The concentration curve is defined as twice the area between the concentration curve and the line of equality. In the present context of the study, the concentration index has been used to measure the health-related income inequalities in full antenatal care, skilled attendants at birth, and postnatal care. The CI curve depicts the cumulative percentage of the health outcome variable (y-axis) for the cumulative percentage of the sample population by the socio-economic status on the x-axis. These curves can be used to identify whether socio-economic inequality in outcome variable exists or not and whether it is more pronounced at one point of time than another or in one country than in another.

When the curve lies above the line of equality meaning that index has a negative value, it depicts the disproportionate concentration of the outcome variable among the poor, and when CI curve lies below the line of equality meaning that index has a positive value, it demonstrates the disproportionate concentration of the outcome variable among the better-off. The value of the concentration index varies from − 1 to + 1, where a value of 0 (Zero) depicts no socio-economic inequality. A positive value of CI depicts the pro-rich inequality and vice-versa. The value of CI quantifies the extent of socio-economic inequality. The larger the absolute value, the greater the inequalities.

CI can be depicted as follows:

$$ \boldsymbol{C}=\frac{\mathbf{2}}{\boldsymbol{\mu}}\boldsymbol{\operatorname{cov}}\left({\boldsymbol{y}}_{\boldsymbol{i}},{\boldsymbol{R}}_{\boldsymbol{i}}\right) $$
(1)

Where, C is the concentration index; yi is outcome variable index; R is the fractional rank of individual i in the distribution of socio-economic position; μ is the mean of the outcome variable of the sample and cov denotes the covariance.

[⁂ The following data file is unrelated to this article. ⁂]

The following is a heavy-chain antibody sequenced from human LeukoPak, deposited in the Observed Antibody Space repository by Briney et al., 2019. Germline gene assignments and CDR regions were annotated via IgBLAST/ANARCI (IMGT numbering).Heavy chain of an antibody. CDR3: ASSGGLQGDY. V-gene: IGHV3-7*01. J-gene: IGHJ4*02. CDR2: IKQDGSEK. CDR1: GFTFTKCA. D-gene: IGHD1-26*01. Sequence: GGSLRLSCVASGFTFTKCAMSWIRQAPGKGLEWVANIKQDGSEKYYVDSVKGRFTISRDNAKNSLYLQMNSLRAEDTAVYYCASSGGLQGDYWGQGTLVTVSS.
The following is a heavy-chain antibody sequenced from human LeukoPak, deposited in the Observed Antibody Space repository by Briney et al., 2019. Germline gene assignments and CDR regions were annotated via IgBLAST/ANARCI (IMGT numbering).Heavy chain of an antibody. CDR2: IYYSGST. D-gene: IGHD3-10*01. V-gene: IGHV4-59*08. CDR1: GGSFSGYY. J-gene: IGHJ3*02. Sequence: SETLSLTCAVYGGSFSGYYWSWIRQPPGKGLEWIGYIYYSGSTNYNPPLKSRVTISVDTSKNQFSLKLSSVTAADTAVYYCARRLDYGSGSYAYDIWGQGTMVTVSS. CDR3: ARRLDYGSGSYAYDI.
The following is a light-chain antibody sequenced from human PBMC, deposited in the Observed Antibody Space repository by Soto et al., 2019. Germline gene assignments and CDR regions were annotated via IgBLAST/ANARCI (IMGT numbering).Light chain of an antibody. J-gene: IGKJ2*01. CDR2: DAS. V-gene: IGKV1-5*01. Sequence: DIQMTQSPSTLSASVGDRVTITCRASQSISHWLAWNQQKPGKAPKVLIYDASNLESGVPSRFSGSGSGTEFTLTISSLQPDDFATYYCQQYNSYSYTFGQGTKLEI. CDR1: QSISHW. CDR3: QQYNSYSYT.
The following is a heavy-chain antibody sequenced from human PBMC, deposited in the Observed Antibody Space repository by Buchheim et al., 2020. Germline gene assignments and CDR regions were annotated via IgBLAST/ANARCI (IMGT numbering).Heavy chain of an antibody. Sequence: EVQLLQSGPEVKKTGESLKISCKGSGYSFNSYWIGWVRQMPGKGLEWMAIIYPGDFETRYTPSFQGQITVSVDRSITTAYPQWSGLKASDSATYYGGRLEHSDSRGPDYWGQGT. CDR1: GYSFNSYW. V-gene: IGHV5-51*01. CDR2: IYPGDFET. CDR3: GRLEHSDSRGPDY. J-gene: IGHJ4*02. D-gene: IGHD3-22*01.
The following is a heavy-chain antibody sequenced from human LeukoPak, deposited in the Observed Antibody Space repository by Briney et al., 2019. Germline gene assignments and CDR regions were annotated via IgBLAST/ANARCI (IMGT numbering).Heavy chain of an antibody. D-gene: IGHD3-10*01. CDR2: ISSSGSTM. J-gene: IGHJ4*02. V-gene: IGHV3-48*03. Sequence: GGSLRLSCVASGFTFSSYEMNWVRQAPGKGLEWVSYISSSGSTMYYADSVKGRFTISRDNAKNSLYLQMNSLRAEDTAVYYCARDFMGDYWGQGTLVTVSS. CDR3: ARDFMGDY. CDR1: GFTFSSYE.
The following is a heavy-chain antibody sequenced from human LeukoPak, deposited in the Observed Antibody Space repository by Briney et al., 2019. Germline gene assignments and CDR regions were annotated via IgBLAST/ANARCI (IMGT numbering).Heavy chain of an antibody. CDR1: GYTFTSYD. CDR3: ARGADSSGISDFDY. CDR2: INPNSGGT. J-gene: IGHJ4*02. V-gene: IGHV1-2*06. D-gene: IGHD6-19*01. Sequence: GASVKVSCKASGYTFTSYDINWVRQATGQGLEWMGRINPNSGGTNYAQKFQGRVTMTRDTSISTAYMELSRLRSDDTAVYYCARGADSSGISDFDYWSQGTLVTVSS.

For decomposing the concentration index, we have used Wagstaff decomposition analysis. Wagstaff’s decompostion demonstrated that the concentration index could be decomposed into the contributions of each factor to the income-related inequalities. Each contribution is the outcome of the sensitivity of health concerning that socio-economic factor and the extent of income-related inequality in that factor. Based on the linear regression relationship between the outcome variable yi, the intercept α, the relative contribution of xki and the residual error εi in the eq. 2,

$$ {y}_i=\alpha +\sum {\beta}_k{x}_{ki}+{\varepsilon}_i $$
(2)

Where εi is an error term, given the relationship between yi and xki in the eq. 2, the CI for y (C) can be rewritten as in eq. 3:

$$ C=\sum \left(\frac{\beta_k{\overline{x}}_k}{\mu}\right){C}_k+\frac{GC\varepsilon}{\mu }/\mu $$
(3)

where μ is the mean of yi, \( {\overline{x}}_k \) is the mean of xk, βk is the coefficient from a linear regression of outcome variables, Ck is the concentration index for xk (defined analogously to C, and GCε is the generalized concentration index for the error term (εi).

Equation (3) shows that C is the outcome of two components: First, the determinants or ‘explained’ factors, which are equivalent to the weighted accumulation of the concentration indices of the regressor, where one unit change in the outcome variable is to be associated with the one unit change in the explanatory variable. The explained factors indicate that the proportion of inequalities in the outcome (full ANC, SBA, PNC) variable is explained by the selected explanatory factors, i.e., xk.

Second, a residual or ‘unexplained’ factor \( \Big(\frac{\boldsymbol{GC}\boldsymbol{\upvarepsilon }}{\boldsymbol{\mu}}/\boldsymbol{\mu} \)), indicating the inequality in health variable that cannot be explained by selected explanatory factors across various socioeconomic groups.

Results